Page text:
It’s clear there is a tremendous future in international legal advice. However, it’s equally clear that no firm has ever branded its way to a reputation for exceptional skill and service. It’s also clear that the world’s elite corporations continue to turn to firms like Wachtell Lipton; Skadden; Cravath; and Sullivan & Cromwell for their most important matters. While those firms are quite aware of trends in the legal market, they also understand their ultimate value is the advice they give rather than the number of lawyers they have in each global outpost.

#7 – Balance humility and hubris. I recently interviewed Mel Immergut, who is concluding his 18-year run as the chairman of Milbank, and we talked about the qualities of “leadership type people”. I asked whom he considered a role model, and he said certainly not a lawyer in terms of management. Instead, he named Don Tyson, who built Tyson Foods and was a friend and client of Immergut for decades. Like many successful leaders, Immergut looks to corporations around him and their leaders for lessons. The truth is many lawyers have the capability to lead, but very few have been tested in the salt mines of reality.

We live in an era when many law firms fancy themselves to be businesses, but very few law firm leaders think as real CEOs do. Consider that Dewey & LeBoeuf was the 23rd largest law firm in the world by revenue when it blew up; by that measure it is the equivalent of GE or Berkshire Hathaway, according to the Fortune Global 500 (they are 22nd and 24th on the Fortune Global 500, with Petrobras actually 23).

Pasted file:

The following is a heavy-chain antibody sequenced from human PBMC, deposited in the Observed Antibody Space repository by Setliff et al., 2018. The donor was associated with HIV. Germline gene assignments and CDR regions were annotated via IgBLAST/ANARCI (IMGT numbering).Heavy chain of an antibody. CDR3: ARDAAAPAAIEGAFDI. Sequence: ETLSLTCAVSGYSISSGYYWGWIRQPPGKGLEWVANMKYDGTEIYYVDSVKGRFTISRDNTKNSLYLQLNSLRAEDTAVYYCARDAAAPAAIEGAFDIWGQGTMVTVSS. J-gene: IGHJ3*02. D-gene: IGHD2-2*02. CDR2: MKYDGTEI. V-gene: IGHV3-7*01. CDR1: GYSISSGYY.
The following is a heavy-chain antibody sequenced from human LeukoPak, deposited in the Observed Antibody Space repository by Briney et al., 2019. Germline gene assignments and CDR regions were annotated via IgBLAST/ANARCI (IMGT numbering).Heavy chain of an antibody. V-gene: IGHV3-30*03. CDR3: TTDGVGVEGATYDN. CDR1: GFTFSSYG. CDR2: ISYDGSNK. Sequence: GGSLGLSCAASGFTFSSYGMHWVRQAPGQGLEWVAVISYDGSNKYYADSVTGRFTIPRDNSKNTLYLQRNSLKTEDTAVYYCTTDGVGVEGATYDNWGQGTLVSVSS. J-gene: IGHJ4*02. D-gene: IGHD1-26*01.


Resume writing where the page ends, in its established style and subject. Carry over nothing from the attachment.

Would Warren Buffett have blinked, prevaricated, miscommunicated and fled like so many Dewey partners?

If the profession is to remain strong – and its law firms sustainable for good times and bad - lawyers who dare to lead should learn real leadership comes from within and brings with it tremendous responsibility for janitors and secretaries, associates and partners and organizations themselves.

Only the strong survive, which the failure of Dewey & LeBoeuf proved once again.

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About the Author

Katrina Dewey is the founder and CEO of Lawdragon.com, the online legal media company. She has written about law firm leadership since 1989. And while technically related to the firm's progenitor, Thomas Dewey, her forbears are the very distant country cousins to the famed and failed presidential candidate.